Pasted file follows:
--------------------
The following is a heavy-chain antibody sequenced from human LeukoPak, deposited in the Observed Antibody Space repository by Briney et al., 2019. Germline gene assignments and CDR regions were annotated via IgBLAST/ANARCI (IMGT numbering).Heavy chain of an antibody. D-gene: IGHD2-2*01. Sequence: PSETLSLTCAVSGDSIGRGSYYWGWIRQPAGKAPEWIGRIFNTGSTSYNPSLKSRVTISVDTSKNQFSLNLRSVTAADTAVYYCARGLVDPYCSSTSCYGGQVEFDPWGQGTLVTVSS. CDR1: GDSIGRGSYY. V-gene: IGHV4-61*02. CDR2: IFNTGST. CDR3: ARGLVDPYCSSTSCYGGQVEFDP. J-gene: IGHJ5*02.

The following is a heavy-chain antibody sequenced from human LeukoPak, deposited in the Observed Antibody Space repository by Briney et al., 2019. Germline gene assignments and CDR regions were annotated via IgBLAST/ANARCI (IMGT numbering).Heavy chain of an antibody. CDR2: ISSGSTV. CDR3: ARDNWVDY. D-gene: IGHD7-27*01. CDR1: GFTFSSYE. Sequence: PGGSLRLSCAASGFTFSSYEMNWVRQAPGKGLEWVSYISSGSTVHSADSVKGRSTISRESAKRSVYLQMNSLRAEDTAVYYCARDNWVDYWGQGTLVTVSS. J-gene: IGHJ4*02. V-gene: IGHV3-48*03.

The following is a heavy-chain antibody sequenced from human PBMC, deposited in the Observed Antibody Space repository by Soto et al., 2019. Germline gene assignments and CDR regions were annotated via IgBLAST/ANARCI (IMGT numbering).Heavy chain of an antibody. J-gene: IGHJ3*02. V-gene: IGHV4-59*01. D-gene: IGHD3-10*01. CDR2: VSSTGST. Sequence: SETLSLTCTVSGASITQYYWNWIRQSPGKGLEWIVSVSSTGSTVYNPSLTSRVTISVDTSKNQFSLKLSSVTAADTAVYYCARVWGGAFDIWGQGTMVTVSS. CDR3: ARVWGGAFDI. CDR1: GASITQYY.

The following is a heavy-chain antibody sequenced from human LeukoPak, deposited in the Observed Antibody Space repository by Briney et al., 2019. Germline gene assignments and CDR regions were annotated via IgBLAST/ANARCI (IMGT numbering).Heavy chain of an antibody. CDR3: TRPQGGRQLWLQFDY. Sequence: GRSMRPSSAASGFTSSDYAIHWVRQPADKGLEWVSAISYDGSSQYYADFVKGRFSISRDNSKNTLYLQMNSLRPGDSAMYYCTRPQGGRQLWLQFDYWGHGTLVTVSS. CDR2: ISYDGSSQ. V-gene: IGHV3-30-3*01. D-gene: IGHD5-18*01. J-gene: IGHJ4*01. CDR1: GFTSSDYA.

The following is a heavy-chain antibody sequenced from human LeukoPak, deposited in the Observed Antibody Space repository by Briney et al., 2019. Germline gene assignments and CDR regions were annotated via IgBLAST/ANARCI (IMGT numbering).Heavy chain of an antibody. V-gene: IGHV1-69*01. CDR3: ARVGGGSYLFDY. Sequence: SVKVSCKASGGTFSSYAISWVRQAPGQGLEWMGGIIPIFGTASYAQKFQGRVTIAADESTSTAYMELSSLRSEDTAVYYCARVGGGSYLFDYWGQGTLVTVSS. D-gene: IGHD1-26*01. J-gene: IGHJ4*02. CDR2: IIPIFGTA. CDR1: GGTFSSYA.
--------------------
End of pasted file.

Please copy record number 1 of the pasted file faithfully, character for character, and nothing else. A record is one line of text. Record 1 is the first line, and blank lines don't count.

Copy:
The following is a heavy-chain antibody sequenced from human LeukoPak, deposited in the Observed Antibody Space repository by Briney et al., 2019. Germline gene assignments and CDR regions were annotated via IgBLAST/ANARCI (IMGT numbering).Heavy chain of an antibody. D-gene: IGHD2-2*01. Sequence: PSETLSLTCAVSGDSIGRGSYYWGWIRQPAGKAPEWIGRIFNTGSTSYNPSLKSRVTISVDTSKNQFSLNLRSVTAADTAVYYCARGLVDPYCSSTSCYGGQVEFDPWGQGTLVTVSS. CDR1: GDSIGRGSYY. V-gene: IGHV4-61*02. CDR2: IFNTGST. CDR3: ARGLVDPYCSSTSCYGGQVEFDP. J-gene: IGHJ5*02.